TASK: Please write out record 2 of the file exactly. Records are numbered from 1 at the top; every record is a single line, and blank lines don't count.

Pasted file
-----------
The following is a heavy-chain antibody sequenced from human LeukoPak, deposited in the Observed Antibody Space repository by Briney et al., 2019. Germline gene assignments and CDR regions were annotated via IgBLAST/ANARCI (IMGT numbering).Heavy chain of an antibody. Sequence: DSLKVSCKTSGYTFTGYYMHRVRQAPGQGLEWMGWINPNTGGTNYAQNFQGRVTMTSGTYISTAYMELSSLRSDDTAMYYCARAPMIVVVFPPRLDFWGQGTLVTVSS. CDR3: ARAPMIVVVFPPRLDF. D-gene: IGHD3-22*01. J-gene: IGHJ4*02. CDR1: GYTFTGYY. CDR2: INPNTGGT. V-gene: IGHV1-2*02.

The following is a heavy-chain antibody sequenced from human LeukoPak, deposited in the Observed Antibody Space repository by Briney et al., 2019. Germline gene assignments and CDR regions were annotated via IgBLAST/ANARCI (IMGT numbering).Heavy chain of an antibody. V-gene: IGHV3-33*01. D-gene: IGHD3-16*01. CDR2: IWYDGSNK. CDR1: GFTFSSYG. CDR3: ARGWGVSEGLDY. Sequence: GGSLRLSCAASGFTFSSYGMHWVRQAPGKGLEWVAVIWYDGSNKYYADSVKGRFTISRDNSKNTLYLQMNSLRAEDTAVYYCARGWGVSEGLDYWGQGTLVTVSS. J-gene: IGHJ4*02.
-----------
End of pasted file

The following is a heavy-chain antibody sequenced from human LeukoPak, deposited in the Observed Antibody Space repository by Briney et al., 2019. Germline gene assignments and CDR regions were annotated via IgBLAST/ANARCI (IMGT numbering).Heavy chain of an antibody. V-gene: IGHV3-33*01. D-gene: IGHD3-16*01. CDR2: IWYDGSNK. CDR1: GFTFSSYG. CDR3: ARGWGVSEGLDY. Sequence: GGSLRLSCAASGFTFSSYGMHWVRQAPGKGLEWVAVIWYDGSNKYYADSVKGRFTISRDNSKNTLYLQMNSLRAEDTAVYYCARGWGVSEGLDYWGQGTLVTVSS. J-gene: IGHJ4*02.